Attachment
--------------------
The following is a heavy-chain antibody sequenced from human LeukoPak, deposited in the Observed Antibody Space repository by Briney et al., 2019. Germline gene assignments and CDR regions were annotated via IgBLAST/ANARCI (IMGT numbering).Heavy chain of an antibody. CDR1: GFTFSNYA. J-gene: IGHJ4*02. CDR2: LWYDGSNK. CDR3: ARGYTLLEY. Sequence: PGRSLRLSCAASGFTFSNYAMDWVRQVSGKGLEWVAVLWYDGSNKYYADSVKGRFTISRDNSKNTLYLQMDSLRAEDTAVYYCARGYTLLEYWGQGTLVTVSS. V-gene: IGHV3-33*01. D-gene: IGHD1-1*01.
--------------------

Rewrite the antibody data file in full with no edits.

The following is a heavy-chain antibody sequenced from human LeukoPak, deposited in the Observed Antibody Space repository by Briney et al., 2019. Germline gene assignments and CDR regions were annotated via IgBLAST/ANARCI (IMGT numbering).Heavy chain of an antibody. CDR1: GFTFSNYA. J-gene: IGHJ4*02. CDR2: LWYDGSNK. CDR3: ARGYTLLEY. Sequence: PGRSLRLSCAASGFTFSNYAMDWVRQVSGKGLEWVAVLWYDGSNKYYADSVKGRFTISRDNSKNTLYLQMDSLRAEDTAVYYCARGYTLLEYWGQGTLVTVSS. V-gene: IGHV3-33*01. D-gene: IGHD1-1*01.